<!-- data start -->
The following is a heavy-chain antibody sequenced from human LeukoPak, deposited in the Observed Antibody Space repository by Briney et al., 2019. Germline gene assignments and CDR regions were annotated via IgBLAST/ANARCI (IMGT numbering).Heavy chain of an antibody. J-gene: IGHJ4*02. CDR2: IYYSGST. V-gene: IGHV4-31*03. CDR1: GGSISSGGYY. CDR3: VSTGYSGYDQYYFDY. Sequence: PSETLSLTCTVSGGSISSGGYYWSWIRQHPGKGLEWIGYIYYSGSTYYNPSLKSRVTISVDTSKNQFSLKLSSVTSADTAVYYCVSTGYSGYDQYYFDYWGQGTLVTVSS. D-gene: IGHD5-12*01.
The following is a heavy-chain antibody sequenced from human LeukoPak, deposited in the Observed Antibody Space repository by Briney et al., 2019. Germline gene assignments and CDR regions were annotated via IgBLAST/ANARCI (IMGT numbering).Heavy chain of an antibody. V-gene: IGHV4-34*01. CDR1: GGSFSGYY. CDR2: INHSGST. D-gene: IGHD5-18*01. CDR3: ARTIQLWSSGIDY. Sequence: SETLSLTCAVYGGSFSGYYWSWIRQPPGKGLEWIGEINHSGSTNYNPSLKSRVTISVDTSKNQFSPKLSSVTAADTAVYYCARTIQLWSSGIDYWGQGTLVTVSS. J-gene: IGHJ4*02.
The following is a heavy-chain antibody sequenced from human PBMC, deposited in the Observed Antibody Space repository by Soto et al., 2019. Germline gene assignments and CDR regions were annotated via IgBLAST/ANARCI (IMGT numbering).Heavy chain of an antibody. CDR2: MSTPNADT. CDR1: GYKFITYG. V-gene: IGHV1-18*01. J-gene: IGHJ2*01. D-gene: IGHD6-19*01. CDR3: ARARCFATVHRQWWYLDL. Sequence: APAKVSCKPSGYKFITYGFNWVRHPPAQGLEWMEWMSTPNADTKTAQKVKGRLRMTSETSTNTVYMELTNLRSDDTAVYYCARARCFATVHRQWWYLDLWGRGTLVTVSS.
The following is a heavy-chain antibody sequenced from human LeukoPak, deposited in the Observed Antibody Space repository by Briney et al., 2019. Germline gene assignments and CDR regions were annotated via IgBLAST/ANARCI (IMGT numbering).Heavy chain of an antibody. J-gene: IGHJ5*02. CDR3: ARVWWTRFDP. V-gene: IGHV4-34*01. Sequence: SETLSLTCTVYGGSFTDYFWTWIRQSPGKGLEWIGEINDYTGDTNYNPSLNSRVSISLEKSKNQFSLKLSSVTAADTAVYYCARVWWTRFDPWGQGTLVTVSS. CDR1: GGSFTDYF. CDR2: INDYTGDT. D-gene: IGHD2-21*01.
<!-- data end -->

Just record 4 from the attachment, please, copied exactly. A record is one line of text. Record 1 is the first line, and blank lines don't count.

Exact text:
The following is a heavy-chain antibody sequenced from human LeukoPak, deposited in the Observed Antibody Space repository by Briney et al., 2019. Germline gene assignments and CDR regions were annotated via IgBLAST/ANARCI (IMGT numbering).Heavy chain of an antibody. J-gene: IGHJ5*02. CDR3: ARVWWTRFDP. V-gene: IGHV4-34*01. Sequence: SETLSLTCTVYGGSFTDYFWTWIRQSPGKGLEWIGEINDYTGDTNYNPSLNSRVSISLEKSKNQFSLKLSSVTAADTAVYYCARVWWTRFDPWGQGTLVTVSS. CDR1: GGSFTDYF. CDR2: INDYTGDT. D-gene: IGHD2-21*01.